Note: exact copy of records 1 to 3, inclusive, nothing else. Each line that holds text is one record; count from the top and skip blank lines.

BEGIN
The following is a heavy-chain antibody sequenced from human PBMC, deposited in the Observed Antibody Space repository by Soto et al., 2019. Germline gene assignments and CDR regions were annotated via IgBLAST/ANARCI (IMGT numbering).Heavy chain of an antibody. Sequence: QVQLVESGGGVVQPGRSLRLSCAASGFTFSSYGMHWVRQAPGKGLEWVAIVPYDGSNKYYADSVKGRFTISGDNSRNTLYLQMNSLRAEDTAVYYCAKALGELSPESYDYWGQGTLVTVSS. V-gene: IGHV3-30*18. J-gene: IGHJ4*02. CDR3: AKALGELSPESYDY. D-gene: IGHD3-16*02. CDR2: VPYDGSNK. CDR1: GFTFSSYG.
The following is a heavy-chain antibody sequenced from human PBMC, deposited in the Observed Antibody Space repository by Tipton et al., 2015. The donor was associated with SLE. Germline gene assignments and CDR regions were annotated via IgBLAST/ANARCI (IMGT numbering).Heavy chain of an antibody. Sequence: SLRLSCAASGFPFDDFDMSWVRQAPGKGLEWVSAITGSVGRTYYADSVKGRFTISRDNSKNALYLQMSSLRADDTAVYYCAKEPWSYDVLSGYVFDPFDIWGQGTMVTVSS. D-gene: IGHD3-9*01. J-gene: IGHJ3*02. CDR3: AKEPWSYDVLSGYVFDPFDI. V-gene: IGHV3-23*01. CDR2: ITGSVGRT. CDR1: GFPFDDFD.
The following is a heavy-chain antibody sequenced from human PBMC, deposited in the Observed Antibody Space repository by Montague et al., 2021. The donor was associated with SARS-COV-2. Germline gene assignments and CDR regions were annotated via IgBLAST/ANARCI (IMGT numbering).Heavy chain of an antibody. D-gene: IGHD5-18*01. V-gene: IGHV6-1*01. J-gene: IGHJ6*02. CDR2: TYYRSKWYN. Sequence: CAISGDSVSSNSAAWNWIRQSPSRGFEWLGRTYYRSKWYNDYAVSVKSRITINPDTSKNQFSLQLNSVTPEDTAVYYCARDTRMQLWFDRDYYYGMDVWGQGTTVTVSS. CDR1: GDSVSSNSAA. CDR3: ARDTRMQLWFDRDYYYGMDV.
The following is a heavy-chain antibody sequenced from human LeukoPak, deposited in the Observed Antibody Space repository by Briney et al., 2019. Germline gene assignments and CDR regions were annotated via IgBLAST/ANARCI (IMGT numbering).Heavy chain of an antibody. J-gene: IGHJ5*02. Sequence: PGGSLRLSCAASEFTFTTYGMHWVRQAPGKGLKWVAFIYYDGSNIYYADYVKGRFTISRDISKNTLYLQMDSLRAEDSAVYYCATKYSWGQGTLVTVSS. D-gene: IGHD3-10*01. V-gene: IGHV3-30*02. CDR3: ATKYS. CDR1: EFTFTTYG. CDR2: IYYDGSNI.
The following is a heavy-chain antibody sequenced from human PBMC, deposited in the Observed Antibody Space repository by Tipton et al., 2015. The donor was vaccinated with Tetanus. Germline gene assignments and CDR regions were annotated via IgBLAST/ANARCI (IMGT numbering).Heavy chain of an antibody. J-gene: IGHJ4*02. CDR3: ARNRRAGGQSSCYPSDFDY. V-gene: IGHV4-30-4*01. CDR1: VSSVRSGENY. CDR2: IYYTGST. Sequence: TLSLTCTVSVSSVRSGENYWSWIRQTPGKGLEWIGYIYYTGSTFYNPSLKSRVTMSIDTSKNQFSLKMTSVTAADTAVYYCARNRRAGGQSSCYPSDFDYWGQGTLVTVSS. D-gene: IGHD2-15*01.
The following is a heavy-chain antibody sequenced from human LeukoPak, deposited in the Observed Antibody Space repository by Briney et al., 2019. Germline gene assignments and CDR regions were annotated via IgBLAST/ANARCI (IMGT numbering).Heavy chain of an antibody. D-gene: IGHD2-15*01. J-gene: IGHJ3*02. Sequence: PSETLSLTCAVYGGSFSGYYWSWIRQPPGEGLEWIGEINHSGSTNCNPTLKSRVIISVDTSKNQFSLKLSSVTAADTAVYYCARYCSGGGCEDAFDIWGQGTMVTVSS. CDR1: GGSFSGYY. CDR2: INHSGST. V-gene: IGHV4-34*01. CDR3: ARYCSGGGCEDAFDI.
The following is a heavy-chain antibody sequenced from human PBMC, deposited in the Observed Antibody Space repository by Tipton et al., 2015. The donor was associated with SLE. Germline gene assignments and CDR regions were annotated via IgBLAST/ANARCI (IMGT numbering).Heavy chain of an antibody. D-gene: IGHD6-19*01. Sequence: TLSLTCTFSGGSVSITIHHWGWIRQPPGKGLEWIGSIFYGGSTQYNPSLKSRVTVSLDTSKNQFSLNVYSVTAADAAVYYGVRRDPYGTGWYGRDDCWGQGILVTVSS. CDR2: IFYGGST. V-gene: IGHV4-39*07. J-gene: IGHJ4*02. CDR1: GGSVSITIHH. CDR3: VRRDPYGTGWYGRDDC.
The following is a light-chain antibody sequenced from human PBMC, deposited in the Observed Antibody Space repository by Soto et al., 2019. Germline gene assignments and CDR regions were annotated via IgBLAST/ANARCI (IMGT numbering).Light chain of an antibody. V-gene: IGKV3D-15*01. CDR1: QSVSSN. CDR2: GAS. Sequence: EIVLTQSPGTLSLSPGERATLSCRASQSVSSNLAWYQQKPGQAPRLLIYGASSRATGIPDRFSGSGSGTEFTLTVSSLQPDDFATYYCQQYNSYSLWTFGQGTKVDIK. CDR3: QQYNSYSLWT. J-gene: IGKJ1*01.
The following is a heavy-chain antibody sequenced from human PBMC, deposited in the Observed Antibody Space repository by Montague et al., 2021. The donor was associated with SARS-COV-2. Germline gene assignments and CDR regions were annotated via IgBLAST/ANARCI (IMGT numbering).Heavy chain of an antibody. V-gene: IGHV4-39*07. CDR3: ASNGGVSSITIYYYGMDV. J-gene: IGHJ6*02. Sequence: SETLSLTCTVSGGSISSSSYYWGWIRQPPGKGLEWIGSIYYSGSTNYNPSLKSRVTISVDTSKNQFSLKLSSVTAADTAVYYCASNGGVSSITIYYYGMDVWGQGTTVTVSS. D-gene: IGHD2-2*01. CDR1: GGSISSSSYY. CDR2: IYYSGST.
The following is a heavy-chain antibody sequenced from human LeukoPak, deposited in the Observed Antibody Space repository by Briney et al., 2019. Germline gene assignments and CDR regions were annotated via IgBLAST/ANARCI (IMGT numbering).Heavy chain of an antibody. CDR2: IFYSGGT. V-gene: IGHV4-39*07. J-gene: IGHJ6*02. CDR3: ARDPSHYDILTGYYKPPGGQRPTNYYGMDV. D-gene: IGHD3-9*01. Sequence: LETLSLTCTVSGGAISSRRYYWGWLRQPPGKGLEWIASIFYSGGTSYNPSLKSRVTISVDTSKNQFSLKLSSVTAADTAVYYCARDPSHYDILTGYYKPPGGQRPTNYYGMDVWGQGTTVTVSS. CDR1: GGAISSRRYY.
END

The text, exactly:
The following is a heavy-chain antibody sequenced from human PBMC, deposited in the Observed Antibody Space repository by Soto et al., 2019. Germline gene assignments and CDR regions were annotated via IgBLAST/ANARCI (IMGT numbering).Heavy chain of an antibody. Sequence: QVQLVESGGGVVQPGRSLRLSCAASGFTFSSYGMHWVRQAPGKGLEWVAIVPYDGSNKYYADSVKGRFTISGDNSRNTLYLQMNSLRAEDTAVYYCAKALGELSPESYDYWGQGTLVTVSS. V-gene: IGHV3-30*18. J-gene: IGHJ4*02. CDR3: AKALGELSPESYDY. D-gene: IGHD3-16*02. CDR2: VPYDGSNK. CDR1: GFTFSSYG.
The following is a heavy-chain antibody sequenced from human PBMC, deposited in the Observed Antibody Space repository by Tipton et al., 2015. The donor was associated with SLE. Germline gene assignments and CDR regions were annotated via IgBLAST/ANARCI (IMGT numbering).Heavy chain of an antibody. Sequence: SLRLSCAASGFPFDDFDMSWVRQAPGKGLEWVSAITGSVGRTYYADSVKGRFTISRDNSKNALYLQMSSLRADDTAVYYCAKEPWSYDVLSGYVFDPFDIWGQGTMVTVSS. D-gene: IGHD3-9*01. J-gene: IGHJ3*02. CDR3: AKEPWSYDVLSGYVFDPFDI. V-gene: IGHV3-23*01. CDR2: ITGSVGRT. CDR1: GFPFDDFD.
The following is a heavy-chain antibody sequenced from human PBMC, deposited in the Observed Antibody Space repository by Montague et al., 2021. The donor was associated with SARS-COV-2. Germline gene assignments and CDR regions were annotated via IgBLAST/ANARCI (IMGT numbering).Heavy chain of an antibody. D-gene: IGHD5-18*01. V-gene: IGHV6-1*01. J-gene: IGHJ6*02. CDR2: TYYRSKWYN. Sequence: CAISGDSVSSNSAAWNWIRQSPSRGFEWLGRTYYRSKWYNDYAVSVKSRITINPDTSKNQFSLQLNSVTPEDTAVYYCARDTRMQLWFDRDYYYGMDVWGQGTTVTVSS. CDR1: GDSVSSNSAA. CDR3: ARDTRMQLWFDRDYYYGMDV.